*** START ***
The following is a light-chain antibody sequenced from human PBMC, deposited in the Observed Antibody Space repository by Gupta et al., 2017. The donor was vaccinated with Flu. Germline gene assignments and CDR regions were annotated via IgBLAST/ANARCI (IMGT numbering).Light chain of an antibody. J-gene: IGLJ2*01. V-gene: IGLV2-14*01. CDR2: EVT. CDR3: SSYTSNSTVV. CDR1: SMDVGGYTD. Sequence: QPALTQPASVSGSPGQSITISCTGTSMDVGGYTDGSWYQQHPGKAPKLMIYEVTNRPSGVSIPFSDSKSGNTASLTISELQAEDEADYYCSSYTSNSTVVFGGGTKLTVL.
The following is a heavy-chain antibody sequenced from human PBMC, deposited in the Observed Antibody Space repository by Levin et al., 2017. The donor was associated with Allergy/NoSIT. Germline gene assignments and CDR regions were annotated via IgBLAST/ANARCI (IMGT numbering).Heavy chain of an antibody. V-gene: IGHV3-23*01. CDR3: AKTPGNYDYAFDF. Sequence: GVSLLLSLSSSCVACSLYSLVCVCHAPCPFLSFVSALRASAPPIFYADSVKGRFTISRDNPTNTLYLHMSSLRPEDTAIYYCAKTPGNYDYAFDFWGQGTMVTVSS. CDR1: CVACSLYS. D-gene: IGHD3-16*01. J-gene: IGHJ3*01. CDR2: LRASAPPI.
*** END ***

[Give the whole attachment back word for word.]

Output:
The following is a light-chain antibody sequenced from human PBMC, deposited in the Observed Antibody Space repository by Gupta et al., 2017. The donor was vaccinated with Flu. Germline gene assignments and CDR regions were annotated via IgBLAST/ANARCI (IMGT numbering).Light chain of an antibody. J-gene: IGLJ2*01. V-gene: IGLV2-14*01. CDR2: EVT. CDR3: SSYTSNSTVV. CDR1: SMDVGGYTD. Sequence: QPALTQPASVSGSPGQSITISCTGTSMDVGGYTDGSWYQQHPGKAPKLMIYEVTNRPSGVSIPFSDSKSGNTASLTISELQAEDEADYYCSSYTSNSTVVFGGGTKLTVL.
The following is a heavy-chain antibody sequenced from human PBMC, deposited in the Observed Antibody Space repository by Levin et al., 2017. The donor was associated with Allergy/NoSIT. Germline gene assignments and CDR regions were annotated via IgBLAST/ANARCI (IMGT numbering).Heavy chain of an antibody. V-gene: IGHV3-23*01. CDR3: AKTPGNYDYAFDF. Sequence: GVSLLLSLSSSCVACSLYSLVCVCHAPCPFLSFVSALRASAPPIFYADSVKGRFTISRDNPTNTLYLHMSSLRPEDTAIYYCAKTPGNYDYAFDFWGQGTMVTVSS. CDR1: CVACSLYS. D-gene: IGHD3-16*01. J-gene: IGHJ3*01. CDR2: LRASAPPI.